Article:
Lots of Ventolin affecting voice? - Asthma UK communi...

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Lots of Ventolin affecting voice?


Wondering if anyone has noticed an effect on their voice after lots of Ventolin in a short space of time?

My voice sounds very odd after lots of nebs in hospital when I start being able to talk properly again, but I have usually put that down to the aftereffects of an attack.

In the last couple of days I have needed lots of Ventolin and noticed my voice sounded a bit odd when answering the phone, even when I had temporarily banished the symptoms. I know it makes my hands shake which is annoying as people think I am anxious. I have a few job interviews at the moment so keen not to come across odd/anxious and just wondering if anyone else has found this happens/any solutions? Having to balance breathing with non funny voice (most interviews have been phone so far so can be done at home, hoping lungs behave for face to face...).

In case anyone sees this and thinks it's a big red flag how much reliever I'm taking - yes it isn't ideal but I am a severe asthmatic who is partially resistant to steroids so in this situation I can only rest, take Ventolin and check in with my asthma nurse at the hospital if needed. My good day is needing Ventolin about 3x a day. I'm already on everything I can be on!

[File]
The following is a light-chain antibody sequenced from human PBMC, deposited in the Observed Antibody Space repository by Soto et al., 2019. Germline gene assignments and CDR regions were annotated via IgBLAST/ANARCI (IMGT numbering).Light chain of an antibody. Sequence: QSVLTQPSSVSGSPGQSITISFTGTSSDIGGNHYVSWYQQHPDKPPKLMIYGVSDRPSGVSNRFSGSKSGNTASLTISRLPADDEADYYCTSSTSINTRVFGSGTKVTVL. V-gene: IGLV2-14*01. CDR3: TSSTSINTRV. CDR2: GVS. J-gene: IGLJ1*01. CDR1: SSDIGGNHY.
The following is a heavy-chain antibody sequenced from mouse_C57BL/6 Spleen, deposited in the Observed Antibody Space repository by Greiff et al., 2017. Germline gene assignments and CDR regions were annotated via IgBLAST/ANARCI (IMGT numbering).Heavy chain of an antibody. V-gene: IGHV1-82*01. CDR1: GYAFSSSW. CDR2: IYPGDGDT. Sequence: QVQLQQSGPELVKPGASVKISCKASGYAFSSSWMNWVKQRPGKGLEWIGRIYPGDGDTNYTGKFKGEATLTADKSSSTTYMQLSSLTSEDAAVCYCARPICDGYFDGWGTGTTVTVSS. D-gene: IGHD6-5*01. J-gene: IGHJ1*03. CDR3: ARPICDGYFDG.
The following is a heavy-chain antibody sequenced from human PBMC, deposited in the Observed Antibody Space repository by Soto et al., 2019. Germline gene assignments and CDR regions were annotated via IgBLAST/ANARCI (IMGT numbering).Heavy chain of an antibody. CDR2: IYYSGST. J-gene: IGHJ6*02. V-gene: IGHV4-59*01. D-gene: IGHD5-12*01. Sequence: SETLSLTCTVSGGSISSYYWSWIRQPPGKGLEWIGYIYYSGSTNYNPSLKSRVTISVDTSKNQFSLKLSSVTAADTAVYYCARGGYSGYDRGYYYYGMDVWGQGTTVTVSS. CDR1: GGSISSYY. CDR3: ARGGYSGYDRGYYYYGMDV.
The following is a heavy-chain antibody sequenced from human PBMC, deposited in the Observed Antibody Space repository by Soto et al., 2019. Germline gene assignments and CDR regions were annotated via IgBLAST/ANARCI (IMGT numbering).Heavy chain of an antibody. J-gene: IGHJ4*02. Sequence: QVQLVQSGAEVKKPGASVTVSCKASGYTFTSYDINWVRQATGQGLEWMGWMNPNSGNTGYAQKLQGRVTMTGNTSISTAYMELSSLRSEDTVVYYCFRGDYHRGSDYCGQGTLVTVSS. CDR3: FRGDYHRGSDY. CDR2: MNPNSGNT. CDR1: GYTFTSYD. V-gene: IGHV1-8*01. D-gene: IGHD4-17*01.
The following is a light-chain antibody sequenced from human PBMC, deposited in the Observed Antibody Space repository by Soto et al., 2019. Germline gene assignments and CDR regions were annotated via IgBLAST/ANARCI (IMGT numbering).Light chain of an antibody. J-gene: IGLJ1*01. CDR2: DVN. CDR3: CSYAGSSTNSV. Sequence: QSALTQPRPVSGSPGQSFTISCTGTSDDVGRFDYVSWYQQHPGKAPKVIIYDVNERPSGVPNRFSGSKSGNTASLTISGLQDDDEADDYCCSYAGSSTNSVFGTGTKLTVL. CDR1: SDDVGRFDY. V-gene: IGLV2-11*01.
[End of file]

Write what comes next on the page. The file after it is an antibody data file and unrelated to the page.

At the moment, annoyingly, I can tell I am in that in between phase, but would of course act if it got worse. Stress doesn't affect my asthma but it does seem like my lungs know when I have stuff to do!

7 Replies

Hi Lysistrata

I been wondering about the same thing too I was given Salbutamol Ventolin to use when I was in A &E on Sunday night and I usually have Ventolin. My voice went all croaky too as I had 30 puffs of Salbutamol as part of the treatment before I was discharged. I then had another 10 puffs as per my discharge plan that night.

I been having reducing doses of this inhaler since and I can't shout at all. Also it has a quite a strong taste against my Ventolin.

So if like me you are using Salbutamol inhaler that could be your answer.

Hi Lysistrata. Sorry to hear you’re struggling. A croaky voice is quite common after salbutamol I think, especially multiple doses. I found the same though I no longer use it. Like other inhalers, it can cause thrush in your throat, which seems to affect the voice box and lead to voice changes. You may need a gargle from the GP but as with all inhalers, I clean my teeth after taking it, and then gargle with water. My GP suggested a drink of water too after all this, to make sure everything is cleared from your throat quickly. I don’t know if you’ve tried this already but works for me.

in reply to Yatzy

Hi, I gargle with water after my steroid inhaler/LABA and my Spiriva (both of which I can't use a spacer with) but hadn't thought of it in this context, thanks! As salbutamol is not a steroid it hadn't occurred to me it might do this, but then I rinse after Spiriva as I heard tbat can affect the mouth, and it isn't a steroid. I do always use a spacer to get more in but with enough of it the vibrations come out - it feels like my voice shakes too which is very annoying. I definitely find my voice suffers if I don't gargle after the Nexthaler (eg in hospital where getting to the bathroom feels like a trek to Everest lol, at least to start with).